However, the current management says no stone has been left unturned, including discussions with union ministers Hardeep Puri and Anurag Thakur.

“There is a malicious campaign against us. We have done all that we could and more to figure out the lease. We do a lot of things but we don't sing about it,” said Jain, adding that the campaign was turning “dirty”.

Jain said they had responded to the latest notice by the government, and that the new committee will look into the matter of the lease. 

The panel led by Jain calls itself the “inclusive, democratic, progressive” panel. Anju Grover is contesting the election for the post of general secretary, Parul Sharma and Suman Kansra for vice president, Preeti Mehra for treasurer, and Ashlin Mathew for joint secretary.

Their manifesto speaks of the activities they will organise, including discussions on media freedoms, skill enhancement workshops, cultural activities, and more. The other panel’s key promises, besides “saving the club,” include healthy meals at reasonable prices, group insurance cover, health camps, upgraded infrastructure, and more.

The panel led by Ghosh has Sunita Vakil standing for general secretary, Annapurna Jha and Poonam Mehta for vice president, Anjali Bhatia for treasurer, and Pragya Kaushika for joint secretary.

‘Doubts’ about poll process

Incumbent member Supriya Satyam’s name was part of the list of valid nominations that was put up on Saturday around 8.30 pm after scrutiny of forms. But an email from the returning officer at around 1 am dropped her name.

Satyam said that this raised “serious doubts in the manner in which the election process is being handled and conducted”. She told Newslaundry that she had to approach the court as the management committee did not properly answer her queries. “I am fighting because how can they remove my name like that, without even communicating? I have a right to know.” 

While the court dismissed the case, she said she will “continue the fight” until she gets answers. 

But others term it an unnecessary escalation.

“We may have differences or not see eye-to-eye, but never before in the 28-year-old history of the club has any matter like this been dealt with in court,” said T K  Rajalakshmi, senior deputy editor at Frontline who is a four-time president and senior member of the IWPC. “Whatever be the nature of grievance, there are ways to find solutions within the electoral process.”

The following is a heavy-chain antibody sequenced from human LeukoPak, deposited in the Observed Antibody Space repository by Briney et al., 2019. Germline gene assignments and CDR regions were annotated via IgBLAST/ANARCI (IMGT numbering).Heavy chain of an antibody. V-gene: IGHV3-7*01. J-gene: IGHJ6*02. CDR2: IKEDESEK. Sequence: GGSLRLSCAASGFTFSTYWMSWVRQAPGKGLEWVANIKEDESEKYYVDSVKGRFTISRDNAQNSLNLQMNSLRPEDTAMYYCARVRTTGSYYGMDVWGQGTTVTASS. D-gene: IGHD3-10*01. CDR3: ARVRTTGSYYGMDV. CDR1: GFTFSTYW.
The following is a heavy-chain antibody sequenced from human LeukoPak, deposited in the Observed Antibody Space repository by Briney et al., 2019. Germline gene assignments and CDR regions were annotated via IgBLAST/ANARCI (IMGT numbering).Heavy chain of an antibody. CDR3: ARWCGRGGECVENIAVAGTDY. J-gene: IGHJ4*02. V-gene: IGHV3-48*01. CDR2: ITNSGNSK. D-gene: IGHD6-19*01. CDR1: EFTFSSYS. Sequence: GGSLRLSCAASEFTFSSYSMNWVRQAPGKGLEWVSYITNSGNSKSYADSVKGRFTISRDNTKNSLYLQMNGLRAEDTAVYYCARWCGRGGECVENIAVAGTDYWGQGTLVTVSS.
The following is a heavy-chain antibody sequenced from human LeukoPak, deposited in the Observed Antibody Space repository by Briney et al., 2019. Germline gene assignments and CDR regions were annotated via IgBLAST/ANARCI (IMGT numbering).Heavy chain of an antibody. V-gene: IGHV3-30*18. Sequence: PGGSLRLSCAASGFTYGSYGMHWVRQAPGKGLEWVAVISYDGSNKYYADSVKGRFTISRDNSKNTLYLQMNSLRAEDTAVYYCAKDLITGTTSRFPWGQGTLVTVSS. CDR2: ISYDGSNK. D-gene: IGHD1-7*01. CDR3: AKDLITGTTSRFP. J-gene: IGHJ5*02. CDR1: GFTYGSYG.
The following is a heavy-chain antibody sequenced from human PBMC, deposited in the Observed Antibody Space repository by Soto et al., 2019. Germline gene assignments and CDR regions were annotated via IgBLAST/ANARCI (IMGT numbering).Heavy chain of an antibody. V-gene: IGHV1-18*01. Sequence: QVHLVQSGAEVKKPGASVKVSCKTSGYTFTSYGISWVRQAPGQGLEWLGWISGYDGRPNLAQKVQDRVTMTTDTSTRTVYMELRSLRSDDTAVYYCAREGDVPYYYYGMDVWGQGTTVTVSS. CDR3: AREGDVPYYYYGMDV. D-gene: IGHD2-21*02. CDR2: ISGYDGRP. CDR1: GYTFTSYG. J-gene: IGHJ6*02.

She said the IWPC polls never saw people make wild allegations and personal attacks. “But when discourse in the whole country has gone to a new low, it is not surprising that a section of the media in our country also has. Lease has never been an issue in the elections because it is contingent on the government. It should not be a precondition of elections.”

Several other journalists Newslaundry spoke to felt the campaign has gone too far this time, regardless of the panel they were supporting. 

“This has gone beyond any decent discourse. Behind the doors, the panels are left vs right and politics has seeped in,” said a journalist.

Another journalist said it was “suspicious” that the notice from the ministry came days before the elections and that it reached the media before IWPC. “Someone pushed the ministry to this point, games are clearly being played. This election is all the more heated up as the right leaning panel has lost power in the last two elections.”

Meanwhile, with the campaign underway, candidates have been making calls to voters, and personalised posts and videos are being shared through WhatsApp, Twitter and email. Karishma Singh, a first time candidate, said she had called nearly 100 people that day to appeal for votes for the Ghosh panel.

“It is our home away from home,” she said. “We want to make it a more vibrant place.”